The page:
Hardly the stuff of someone in a slump, but McIlroy’s standard is higher than most. High expectations have followed him since he was a boy. When McIlroy was just 15 years old, his father Gerry wagered 200 pounds at 500-1 that Rory would win The Open withing a decade – which he just managed to do in 2014, leading to a 100,000 pound payout.


    McIlroy wasn’t the only player who had a career year in the majors in 2014. Rickie Fowler finished in the top 5 in all four majors, a feat that had previously only been accomplished by Jack Nicklaus (1971, ’73) and Woods (2000, ’05). Fowler was 32 under par in the majors that year, beating McIlroy by five.

    At Royal Liverpool in 2014, Fowler went into the final round six back of McIlroy, but shot 67 to put pressure on McIlroy and finish two back. Fowler is in the midst of a career resurgence this year after ending a four-year winless drought at the Rocket Mortgage Classic. Fowler also shot a 62 in the first round of last month’s U.S. Open and shared the 54-hole lead before finishing fifth. Could he and McIlroy reprise their roles from 2014? They are both playing well enough to contend again at Royal Liverpool.


    It’s not all that rare that an Open Championship venue gets an entirely new golf hole. Royal Portrush in Northern Ireland featured two new holes in 2019 – done by the same design team, Mackenzie & Ebert, that did work at Royal Liverpool. Their renovation assignments worldwide look like a who’s who of world golf, including eight of 10 recent Open Championship venues. Beyond Hoylake and Portrush, that list includes Carnoustie, Royal Lytham & St. Annes, Royal St. George’s, Royal Birkdale, Royal Troon and Turnberry.

    Royal Liverpool’s new par-3 17th hole, which is only 136 yards long, will be the talk of tournament due to its sequence in the routing and the sharp drama it might provide.

    “Little Eye” is named after one of the Hilbre Islands, which sits just offshore in the Dee Estuary, to which the new hole is oriented. At only 136 yards, it already invites comparison to the 123-yard, par-3 eighth hole – aptly named the “Postage Stamp” – at Royal Troon as among the most demanding little holes in British championship golf. It will certainly be controversial given the nature of the tiny, raised putting green that falls off quickly all around into deep revetted bunkers – or onto firm, short-grass rollout.

    The target is all of 3,800 square feet – easily the tiniest green on a course where the putting surfaces average 6,460 square feet. The hole is also the most exposed to the coastline of any hole at Royal Liverpool and plays directly into a prevailing breeze off the Irish Sea. The wind could play havoc with an elevated approach shot.

    Martin Ebert, who led the firm’s work on the project, created the new 17th on the ground of the old par-3 15th, an undistinguished hole of 161 yards to a green framed by six bunkers where the chief obstacle was holding the green on an approach shot that played downwind. The new hole has flipped the orientation of the tee shot to face the wind. The hole’s location on the lower, seaward side of property and the immediacy of its access to a number of converging holes, allowed for a rerouting so that it now plays in the midst of a long finishing sequence of holes that measure 620, 461, 136 and 609 yards.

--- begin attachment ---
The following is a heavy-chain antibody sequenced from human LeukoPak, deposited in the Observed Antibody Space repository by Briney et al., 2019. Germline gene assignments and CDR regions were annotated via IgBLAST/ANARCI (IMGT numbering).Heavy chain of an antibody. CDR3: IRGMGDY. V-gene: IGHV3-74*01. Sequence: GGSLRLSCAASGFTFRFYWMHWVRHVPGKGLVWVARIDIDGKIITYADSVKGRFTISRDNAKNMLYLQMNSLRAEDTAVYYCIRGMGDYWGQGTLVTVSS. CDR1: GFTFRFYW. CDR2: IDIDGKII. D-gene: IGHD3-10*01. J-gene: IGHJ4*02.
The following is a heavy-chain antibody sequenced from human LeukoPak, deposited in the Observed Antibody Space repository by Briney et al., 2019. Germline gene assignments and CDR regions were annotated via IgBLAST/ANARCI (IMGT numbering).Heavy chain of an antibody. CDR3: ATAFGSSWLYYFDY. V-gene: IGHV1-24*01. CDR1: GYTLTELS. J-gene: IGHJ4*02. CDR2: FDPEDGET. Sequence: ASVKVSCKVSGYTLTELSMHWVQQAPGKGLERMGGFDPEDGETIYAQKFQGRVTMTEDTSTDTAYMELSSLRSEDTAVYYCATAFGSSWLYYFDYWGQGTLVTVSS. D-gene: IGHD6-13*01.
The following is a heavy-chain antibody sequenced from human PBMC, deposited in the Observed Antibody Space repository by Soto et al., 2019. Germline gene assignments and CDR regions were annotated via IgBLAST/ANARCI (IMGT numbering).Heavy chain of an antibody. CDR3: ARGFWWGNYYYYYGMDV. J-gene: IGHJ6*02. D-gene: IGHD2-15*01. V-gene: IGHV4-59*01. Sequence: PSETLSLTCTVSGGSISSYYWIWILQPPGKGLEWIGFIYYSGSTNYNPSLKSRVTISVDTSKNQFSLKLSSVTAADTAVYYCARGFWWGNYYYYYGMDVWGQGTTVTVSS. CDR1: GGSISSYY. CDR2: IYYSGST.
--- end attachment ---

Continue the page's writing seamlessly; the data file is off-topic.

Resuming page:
The course’s last two holes are a short par 3 played into a prevailing headwind and a long but very reachable downwind par 5. That means anything is possible and nothing is settled until the end. Short par 3s like 17 have tilted the balance before in The Open. Woods took himself out of contention in 1997 at Troon with a triple-bogey six at the Postage Stamp in the final round. In the fourth round of the 2003 Open at Royal St. George’s, Danish golfer Thomas Bjorn lost his lead for good when he took three shots to get out of a greenside bunker at the 161-yard, par-3 16th hole.

    The difference at Royal Liverpool is that the intense little par 3 is followed by a final hole where long hitters can easily reach the par 5 in two. The hole is arrayed eastward, with the prevailing wind helping over the right shoulder. Good thing, because with the move of the old 15th green to make way for “Little Eye,” the 18th tee has been pushed back 50 yards and to the right. This not only makes the hole 48 yards longer, but also it brings the out-of-bounds along the right side closer into play.

    Ebert summed up the resulting sensibility very well when he he told, “I think with even a four- or five-shot lead, there will no certainty of the outcome. A two or a five or a six is possible at the short 17th, and eagle or double bogey at the 18th green are also in play given the fact that the hole is longer and the out-of-bounds closer to the playing line.”

    Royal Liverpool Golf Club – Hoylake

    Card of the Course

    114392Punch Bowl
    173136Little Eye

    Bradley S. Klein is a veteran golf writer and author of 10 books on course design. A former PGA TOUR caddie, he was architecture editor of Golfweek for over two decades and is now a freelance journalist and course design consultant. Follow Bradley Klein on Twitter.